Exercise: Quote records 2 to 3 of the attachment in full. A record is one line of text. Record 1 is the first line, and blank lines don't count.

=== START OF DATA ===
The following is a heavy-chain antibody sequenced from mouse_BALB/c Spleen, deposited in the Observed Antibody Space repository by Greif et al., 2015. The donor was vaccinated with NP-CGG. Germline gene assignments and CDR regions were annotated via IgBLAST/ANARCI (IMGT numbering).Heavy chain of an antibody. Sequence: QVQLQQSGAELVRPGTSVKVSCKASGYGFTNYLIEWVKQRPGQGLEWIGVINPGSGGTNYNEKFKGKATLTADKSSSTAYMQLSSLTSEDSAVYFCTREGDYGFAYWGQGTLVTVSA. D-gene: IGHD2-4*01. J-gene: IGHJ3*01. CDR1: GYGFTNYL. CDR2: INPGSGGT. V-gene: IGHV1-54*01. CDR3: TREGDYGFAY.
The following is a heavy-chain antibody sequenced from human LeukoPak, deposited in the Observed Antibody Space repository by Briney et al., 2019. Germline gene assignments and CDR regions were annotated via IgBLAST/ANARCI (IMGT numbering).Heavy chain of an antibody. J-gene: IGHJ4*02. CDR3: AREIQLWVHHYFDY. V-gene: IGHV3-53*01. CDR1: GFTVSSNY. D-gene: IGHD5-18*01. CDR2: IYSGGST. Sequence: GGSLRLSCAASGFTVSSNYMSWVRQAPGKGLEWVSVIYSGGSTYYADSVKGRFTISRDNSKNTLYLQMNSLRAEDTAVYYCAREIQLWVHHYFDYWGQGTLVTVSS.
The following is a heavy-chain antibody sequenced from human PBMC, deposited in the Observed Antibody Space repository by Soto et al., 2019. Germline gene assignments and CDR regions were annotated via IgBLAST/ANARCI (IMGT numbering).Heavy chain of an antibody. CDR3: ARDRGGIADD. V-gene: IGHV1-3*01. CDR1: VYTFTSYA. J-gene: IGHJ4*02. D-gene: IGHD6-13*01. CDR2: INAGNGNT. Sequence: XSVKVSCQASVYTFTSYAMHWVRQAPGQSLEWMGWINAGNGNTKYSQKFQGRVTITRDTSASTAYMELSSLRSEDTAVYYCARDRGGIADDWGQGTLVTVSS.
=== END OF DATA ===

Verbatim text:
The following is a heavy-chain antibody sequenced from human LeukoPak, deposited in the Observed Antibody Space repository by Briney et al., 2019. Germline gene assignments and CDR regions were annotated via IgBLAST/ANARCI (IMGT numbering).Heavy chain of an antibody. J-gene: IGHJ4*02. CDR3: AREIQLWVHHYFDY. V-gene: IGHV3-53*01. CDR1: GFTVSSNY. D-gene: IGHD5-18*01. CDR2: IYSGGST. Sequence: GGSLRLSCAASGFTVSSNYMSWVRQAPGKGLEWVSVIYSGGSTYYADSVKGRFTISRDNSKNTLYLQMNSLRAEDTAVYYCAREIQLWVHHYFDYWGQGTLVTVSS.
The following is a heavy-chain antibody sequenced from human PBMC, deposited in the Observed Antibody Space repository by Soto et al., 2019. Germline gene assignments and CDR regions were annotated via IgBLAST/ANARCI (IMGT numbering).Heavy chain of an antibody. CDR3: ARDRGGIADD. V-gene: IGHV1-3*01. CDR1: VYTFTSYA. J-gene: IGHJ4*02. D-gene: IGHD6-13*01. CDR2: INAGNGNT. Sequence: XSVKVSCQASVYTFTSYAMHWVRQAPGQSLEWMGWINAGNGNTKYSQKFQGRVTITRDTSASTAYMELSSLRSEDTAVYYCARDRGGIADDWGQGTLVTVSS.